Vayishlach: Change of Heart, Part 2

November 30, 2017 at 2:05 pm | Posted in Vayishlach | 1 Comment

(My last post considered how the feelings of Shekhem and Dinah change in the Torah portion Vayishlach. This post considers the decision of Dinah’s brothers in the same story.)

And Jacob came safely from Paddan Aram to the town of Shekhem, which is in the land of Canaan, and he camped in front of the town. (Genesis/Bereishit 33:18)

shekhem (שְׁכֶם)= shoulders; an ancient town; a certain chieftain in that town.

Mt. Gerizim (left) and Mt. Eyval (right)

The city of Shekhem, now part of the modern city of Nablus, sat in a narrow valley between two hills (“shoulders” of land):  Mount Gezerim and Mount Eyval.  Later in the Torah, when the Israelites are about to cross the Jordan, Moses instructs them to perform a ritual on those two hills.  While the Levites recite a list of good deeds that God rewards with blessings, and a list of bad deeds that God punishes with curses, half of the tribes will stand on Mount Gezerim to confirm the blessings, and half on Mount Eyval to confirm the curses.  (Deuteronomy 27:11-14; see my post Ki Tavo: Cursing Yourself.)

Thus Shekhem represents a decision point.  North or south?  Good or evil?  Blessing or curse?

Jacob makes the wrong decision when he arrives. He has been returning on the same route he took from Beersheba to Charan 20 years before. Now is supposed to continue south to Beit-El (Bethel), where he promised God that he would build an altar. Then he should travel farther south to Beersheba, where his aged parents are still waiting for him. Instead he stops at the crossroads of Shekhem, unwilling to move or choose. He buys the plot of ground where he is camped.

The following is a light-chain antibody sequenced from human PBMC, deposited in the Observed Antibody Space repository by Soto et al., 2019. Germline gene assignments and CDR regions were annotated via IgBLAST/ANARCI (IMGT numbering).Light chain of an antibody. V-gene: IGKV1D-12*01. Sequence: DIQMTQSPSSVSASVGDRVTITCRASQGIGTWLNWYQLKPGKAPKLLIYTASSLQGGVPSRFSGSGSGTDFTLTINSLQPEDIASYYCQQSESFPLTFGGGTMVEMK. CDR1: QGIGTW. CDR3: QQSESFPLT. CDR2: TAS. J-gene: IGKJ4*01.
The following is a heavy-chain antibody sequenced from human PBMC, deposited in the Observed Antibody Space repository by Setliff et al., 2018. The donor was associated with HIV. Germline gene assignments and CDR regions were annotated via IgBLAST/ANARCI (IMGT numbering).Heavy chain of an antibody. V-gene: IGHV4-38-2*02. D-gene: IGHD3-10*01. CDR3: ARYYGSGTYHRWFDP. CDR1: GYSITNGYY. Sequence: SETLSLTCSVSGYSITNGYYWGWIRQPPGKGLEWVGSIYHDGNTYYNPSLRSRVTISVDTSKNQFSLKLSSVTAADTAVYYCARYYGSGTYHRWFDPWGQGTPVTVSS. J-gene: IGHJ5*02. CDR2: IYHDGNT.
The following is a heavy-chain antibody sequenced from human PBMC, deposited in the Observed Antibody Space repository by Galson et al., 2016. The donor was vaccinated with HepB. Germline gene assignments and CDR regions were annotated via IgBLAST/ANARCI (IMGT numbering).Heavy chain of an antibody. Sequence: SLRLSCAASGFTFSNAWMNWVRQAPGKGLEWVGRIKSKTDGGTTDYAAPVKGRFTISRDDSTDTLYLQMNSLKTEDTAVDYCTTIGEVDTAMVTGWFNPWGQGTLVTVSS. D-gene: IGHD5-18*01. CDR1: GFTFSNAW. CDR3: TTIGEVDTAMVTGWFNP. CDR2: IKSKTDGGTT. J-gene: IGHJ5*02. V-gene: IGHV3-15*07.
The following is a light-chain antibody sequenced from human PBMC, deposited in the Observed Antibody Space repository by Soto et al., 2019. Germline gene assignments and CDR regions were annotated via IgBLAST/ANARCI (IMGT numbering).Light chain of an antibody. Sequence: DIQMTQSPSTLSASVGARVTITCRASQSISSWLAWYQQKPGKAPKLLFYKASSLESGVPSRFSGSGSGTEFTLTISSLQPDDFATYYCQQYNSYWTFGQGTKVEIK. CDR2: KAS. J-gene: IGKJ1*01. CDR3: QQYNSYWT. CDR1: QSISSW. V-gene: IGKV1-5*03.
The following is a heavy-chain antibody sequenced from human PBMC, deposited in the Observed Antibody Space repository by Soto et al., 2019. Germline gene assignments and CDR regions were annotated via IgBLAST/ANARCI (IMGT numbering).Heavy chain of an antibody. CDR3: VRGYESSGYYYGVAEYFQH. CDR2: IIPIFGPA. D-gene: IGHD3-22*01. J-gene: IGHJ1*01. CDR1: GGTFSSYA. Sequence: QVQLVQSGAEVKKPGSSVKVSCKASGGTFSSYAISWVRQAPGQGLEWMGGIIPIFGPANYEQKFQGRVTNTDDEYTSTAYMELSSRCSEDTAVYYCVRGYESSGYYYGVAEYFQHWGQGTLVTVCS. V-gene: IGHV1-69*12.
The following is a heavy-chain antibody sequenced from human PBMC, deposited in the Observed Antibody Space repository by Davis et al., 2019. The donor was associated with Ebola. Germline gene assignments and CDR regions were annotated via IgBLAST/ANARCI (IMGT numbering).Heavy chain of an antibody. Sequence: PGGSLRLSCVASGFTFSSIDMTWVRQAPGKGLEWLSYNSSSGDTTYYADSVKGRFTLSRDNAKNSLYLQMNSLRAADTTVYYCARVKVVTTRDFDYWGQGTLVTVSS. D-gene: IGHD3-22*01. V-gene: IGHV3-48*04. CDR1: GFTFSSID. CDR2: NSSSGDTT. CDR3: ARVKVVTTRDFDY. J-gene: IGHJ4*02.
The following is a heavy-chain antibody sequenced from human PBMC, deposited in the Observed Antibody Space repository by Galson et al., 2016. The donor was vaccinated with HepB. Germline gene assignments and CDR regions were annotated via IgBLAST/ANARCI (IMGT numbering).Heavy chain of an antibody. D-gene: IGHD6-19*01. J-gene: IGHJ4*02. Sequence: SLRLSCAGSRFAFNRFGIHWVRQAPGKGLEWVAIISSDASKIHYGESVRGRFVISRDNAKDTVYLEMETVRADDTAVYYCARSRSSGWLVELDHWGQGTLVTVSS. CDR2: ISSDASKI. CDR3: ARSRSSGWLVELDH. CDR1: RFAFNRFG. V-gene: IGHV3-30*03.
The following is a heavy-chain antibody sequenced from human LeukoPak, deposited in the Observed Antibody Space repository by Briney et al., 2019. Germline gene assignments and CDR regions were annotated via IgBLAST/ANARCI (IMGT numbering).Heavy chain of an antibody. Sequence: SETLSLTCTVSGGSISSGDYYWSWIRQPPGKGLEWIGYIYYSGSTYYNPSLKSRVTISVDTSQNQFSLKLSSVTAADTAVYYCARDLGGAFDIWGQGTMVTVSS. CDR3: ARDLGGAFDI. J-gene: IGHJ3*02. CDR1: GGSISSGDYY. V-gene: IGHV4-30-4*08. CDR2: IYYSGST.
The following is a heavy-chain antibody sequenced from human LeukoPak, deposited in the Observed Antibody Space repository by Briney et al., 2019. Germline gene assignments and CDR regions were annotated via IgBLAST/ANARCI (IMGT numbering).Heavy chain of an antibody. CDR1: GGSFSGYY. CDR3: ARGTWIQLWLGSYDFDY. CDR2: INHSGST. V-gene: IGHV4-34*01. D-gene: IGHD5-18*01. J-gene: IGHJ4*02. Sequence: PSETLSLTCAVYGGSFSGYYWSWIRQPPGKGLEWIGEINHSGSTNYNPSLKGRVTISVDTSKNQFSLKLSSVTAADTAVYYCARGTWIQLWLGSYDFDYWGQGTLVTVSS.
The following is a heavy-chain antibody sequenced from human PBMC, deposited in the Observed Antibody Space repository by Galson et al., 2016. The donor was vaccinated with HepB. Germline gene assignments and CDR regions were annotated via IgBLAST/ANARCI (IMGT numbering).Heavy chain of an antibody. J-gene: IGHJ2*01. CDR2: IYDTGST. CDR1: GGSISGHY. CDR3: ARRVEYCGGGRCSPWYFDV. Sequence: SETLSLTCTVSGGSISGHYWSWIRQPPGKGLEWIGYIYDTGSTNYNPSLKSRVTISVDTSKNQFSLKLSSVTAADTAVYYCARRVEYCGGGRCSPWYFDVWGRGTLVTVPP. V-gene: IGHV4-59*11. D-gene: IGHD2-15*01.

And Dinah, the daughter of Leah whom she had borne to Jacob, went out to see the women of the land. And Shekhem, son of Chamor the Chivvite, a chieftain of the land, saw her, and he took her, and he lay with her, and he violated her. (Genesis/Bereishit 34:1-2)

Shekhem the young chieftain enters the story as a bad guy who rapes a virgin. Then he falls in love with his victim, Dinah. (See my post Vayishlach: Change of Heart, Part 1.) He speaks “upon the heart of the young woman”, reassuring her, changing her feelings about him, persuading her that he will become a good husband. He plans to offer her father exorbitant bride-price so he can marry her and restore her honor. And he asks his own father, Chamor, to come with him to arrange the marriage contract.

Unfortunately, Chamor has another idea. His clan has land; Jacob has lots of livestock. What if they all intermarry, and become one people? The union would benefit both sides. Chamor makes this a stipulation in the marriage negotiation of Shekhem and Dinah.

Jacob does not respond, but his sons pretend to agree to both Dinah’s marriage and the union of the two peoples, provided that all the men of the town circumcise themselves. Chamor goes back and tells his men that this is a way everyone can marry into wealth, acquiring Jacob’s livestock. And the men of Shekhem go for it.

Ruins of stairs and city gate of Shekhem

It was the third day, when they were in pain. And two of the sons of Jacob, Simon and Levi, [full] brothers of Dinah, each took his sword, and they came upon the town without resistance, and they killed all the males. (Genesis 34:25)

They take Dinah, and then some “sons of Jacob”—maybe the same two, maybe others—plunder all the houses and enslave all the women and girls.